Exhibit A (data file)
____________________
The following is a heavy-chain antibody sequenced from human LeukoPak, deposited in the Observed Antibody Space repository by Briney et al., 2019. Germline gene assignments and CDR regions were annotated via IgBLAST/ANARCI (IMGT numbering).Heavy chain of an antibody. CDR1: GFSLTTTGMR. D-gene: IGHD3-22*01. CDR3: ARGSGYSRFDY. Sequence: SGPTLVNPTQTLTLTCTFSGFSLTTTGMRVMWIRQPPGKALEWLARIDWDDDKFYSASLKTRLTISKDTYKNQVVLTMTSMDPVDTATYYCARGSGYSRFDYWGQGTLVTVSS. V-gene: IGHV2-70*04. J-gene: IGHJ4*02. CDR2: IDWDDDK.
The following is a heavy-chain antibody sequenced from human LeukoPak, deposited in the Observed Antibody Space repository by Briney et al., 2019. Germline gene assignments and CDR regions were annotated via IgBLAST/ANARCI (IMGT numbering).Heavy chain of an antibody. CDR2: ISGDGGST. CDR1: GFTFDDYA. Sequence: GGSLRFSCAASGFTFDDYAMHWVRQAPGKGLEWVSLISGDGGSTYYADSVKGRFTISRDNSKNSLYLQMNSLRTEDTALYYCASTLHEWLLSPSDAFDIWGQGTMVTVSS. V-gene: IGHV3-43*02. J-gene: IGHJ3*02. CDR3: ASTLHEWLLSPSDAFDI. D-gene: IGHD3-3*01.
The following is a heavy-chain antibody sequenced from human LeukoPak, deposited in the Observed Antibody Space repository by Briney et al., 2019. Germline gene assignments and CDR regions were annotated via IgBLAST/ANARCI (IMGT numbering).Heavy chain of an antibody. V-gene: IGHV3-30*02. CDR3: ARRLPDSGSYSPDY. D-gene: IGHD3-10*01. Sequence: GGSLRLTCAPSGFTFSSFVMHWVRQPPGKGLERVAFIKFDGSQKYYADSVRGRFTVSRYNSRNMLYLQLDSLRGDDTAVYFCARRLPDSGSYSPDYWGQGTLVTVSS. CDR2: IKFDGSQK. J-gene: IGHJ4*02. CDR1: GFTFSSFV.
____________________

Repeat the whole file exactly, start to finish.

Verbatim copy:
The following is a heavy-chain antibody sequenced from human LeukoPak, deposited in the Observed Antibody Space repository by Briney et al., 2019. Germline gene assignments and CDR regions were annotated via IgBLAST/ANARCI (IMGT numbering).Heavy chain of an antibody. CDR1: GFSLTTTGMR. D-gene: IGHD3-22*01. CDR3: ARGSGYSRFDY. Sequence: SGPTLVNPTQTLTLTCTFSGFSLTTTGMRVMWIRQPPGKALEWLARIDWDDDKFYSASLKTRLTISKDTYKNQVVLTMTSMDPVDTATYYCARGSGYSRFDYWGQGTLVTVSS. V-gene: IGHV2-70*04. J-gene: IGHJ4*02. CDR2: IDWDDDK.
The following is a heavy-chain antibody sequenced from human LeukoPak, deposited in the Observed Antibody Space repository by Briney et al., 2019. Germline gene assignments and CDR regions were annotated via IgBLAST/ANARCI (IMGT numbering).Heavy chain of an antibody. CDR2: ISGDGGST. CDR1: GFTFDDYA. Sequence: GGSLRFSCAASGFTFDDYAMHWVRQAPGKGLEWVSLISGDGGSTYYADSVKGRFTISRDNSKNSLYLQMNSLRTEDTALYYCASTLHEWLLSPSDAFDIWGQGTMVTVSS. V-gene: IGHV3-43*02. J-gene: IGHJ3*02. CDR3: ASTLHEWLLSPSDAFDI. D-gene: IGHD3-3*01.
The following is a heavy-chain antibody sequenced from human LeukoPak, deposited in the Observed Antibody Space repository by Briney et al., 2019. Germline gene assignments and CDR regions were annotated via IgBLAST/ANARCI (IMGT numbering).Heavy chain of an antibody. V-gene: IGHV3-30*02. CDR3: ARRLPDSGSYSPDY. D-gene: IGHD3-10*01. Sequence: GGSLRLTCAPSGFTFSSFVMHWVRQPPGKGLERVAFIKFDGSQKYYADSVRGRFTVSRYNSRNMLYLQLDSLRGDDTAVYFCARRLPDSGSYSPDYWGQGTLVTVSS. CDR2: IKFDGSQK. J-gene: IGHJ4*02. CDR1: GFTFSSFV.